Tom Friedman’s Take on Technology and Accelerated Modern Life

By Patrick Reed | 6/13/17 10:00 AM

Following World War II, the U.S. economy has evolved through three distinct eras, according to Pulitzer Prize-winning journalist and author Tom Friedman. From 1945 to the early 1970s, he says, “high-wage, low-skilled” jobs were plentiful for Americans with high school educations as government and private investment in the country boomed. Starting in the 1970s, that investment began to decline, but the economy generally hummed along as more people bought homes, credit card use became commonplace, and more women entered the workforce to provide a second income to families.

In 2008, Friedman points out, everything changed abruptly: home values plummeted, personal debt became crippling for many, and most importantly, the emergence of new players in the global economy such as China and accelerating technological change permanently eliminated many of the high-paying, limited-skill jobs that once were the bedrock of the American middle class.

The country is still reeling from the schism of roughly ten years ago, Friedman says, and troubling social, economic, and political divisions that had been growing in intensity became manifest when anti-establishment candidate Donald Trump was elected president last fall. Arguing against the current trends of isolation and retrenchment, Friedman believes that the most pressing concern in American society today is remolding our political and social systems to fully engage, rather than retreat from, the rapid technological change that is transforming human existence.

The New York Times columnist recently visited Louisville to discuss his 2016 book “Thank You for Being Late: An Optimist’s Guide to Thriving in the Age of Accelerations” as part of the University of Louisville’s Kentucky Author Forum series. He was interviewed by U.S. Rep. John Yarmuth (D-3rd District), and the program was filmed by KET for Great Conversations.

 

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“My book is built around the theory that the world is not just changing, it is being reshaped,” Friedman says. “And there’s a big difference. When the world gets reshaped, everything needs to be reshaped – education, the workplace, politics. Basically, I argue that it is being reshaped by these three giant forces – what I call the market, Mother Nature, and Moore’s Law.”

Moore’s Law was first posited by Gordon Moore, chairman of Intel, in a 1965 magazine article. He estimated that the power and speed of microchips would double roughly every 24 months. Friedman says that over the next 52 years, Moore’s Law has been upheld – and now, the exponential advances are occurring at a dizzying pace, to the point where many in Silicon Valley believe that a major autonomous motor vehicle revolution is only a few years away.

In his book, Friedman spotlights 2007 as a pivotal year in technology, when the principles behind Moore’s Law could be seen in a variety of product launches and business start-ups that permanently changed daily life for humans everywhere. That year,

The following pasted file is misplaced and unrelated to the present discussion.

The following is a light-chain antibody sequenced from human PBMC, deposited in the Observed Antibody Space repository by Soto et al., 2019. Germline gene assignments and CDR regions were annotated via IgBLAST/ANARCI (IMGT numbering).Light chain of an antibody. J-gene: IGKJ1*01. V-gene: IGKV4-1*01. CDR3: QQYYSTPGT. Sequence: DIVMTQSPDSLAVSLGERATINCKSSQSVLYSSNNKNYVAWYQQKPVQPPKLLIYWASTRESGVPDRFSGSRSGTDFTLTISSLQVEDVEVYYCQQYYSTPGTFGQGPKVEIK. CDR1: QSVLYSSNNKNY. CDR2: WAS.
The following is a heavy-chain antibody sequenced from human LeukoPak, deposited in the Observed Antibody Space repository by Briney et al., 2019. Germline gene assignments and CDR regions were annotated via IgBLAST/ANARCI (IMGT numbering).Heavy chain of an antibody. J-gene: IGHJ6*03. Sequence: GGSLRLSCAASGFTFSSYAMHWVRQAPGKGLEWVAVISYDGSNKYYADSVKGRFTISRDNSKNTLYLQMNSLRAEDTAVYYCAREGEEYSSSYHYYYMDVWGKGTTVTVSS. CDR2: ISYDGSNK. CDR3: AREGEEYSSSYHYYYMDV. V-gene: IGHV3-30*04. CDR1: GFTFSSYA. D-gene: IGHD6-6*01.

• Apple unveiled the iPhone
  • Facebook opened up to the general public
  • Twitter went global
  • Google launched its Android operating system and bought YouTube
  • IBM introduced its Watson computer
  • solar energy use and natural gas production in the U.S. became more commonplace
  • several other important signposts in the tech and energy sectors occurred.

“My view is that 2007 was … the single greatest technological inflection point since Gutenberg,” Friedman says. “And we completely missed it because of 2008.”

Talking with Mother Nature
According to Friedman, the global recession in 2008 staggered national governments so severely that they were unable to formulate the significant reforms needed to make their countries adapt to the ongoing “climate changes” transforming society.

Friedman identifies three of these epochal changes, 1. actual climate change affecting the planet; 2. a transformation of the global economic order; and 3. the innovations in technology. In order to help businesses and individuals meet these challenges, he argues, we must develop policies based on the qualities of resilience and propulsion. And the best role model to emulate in order to instill resilience and propulsion in American life, Friedman says, is “Mother Nature,” or Earth itself.

Freidman relates a key passage from “Thank You for Being Late,” where he “interviews” Mother Nature to learn more about how she has managed to flourish despite millennia of random and colossal changes. Earth’s natural order possesses important characteristics that are essential to survival, Friedman says. First, nature is “incredibly adaptive,” he says, “in a brutal way, through natural selection. Only the adaptive survive.”

Second, Friedman says is that nature is pluralistic. Biological diversity is essential to the survival of the planet, and the most diverse ecosystems on Earth are the most resilient.

Third, nature is “incredibly entrepreneurial,” Friedman says, creating plants or animals to fulfill specific niches in the ecosystem.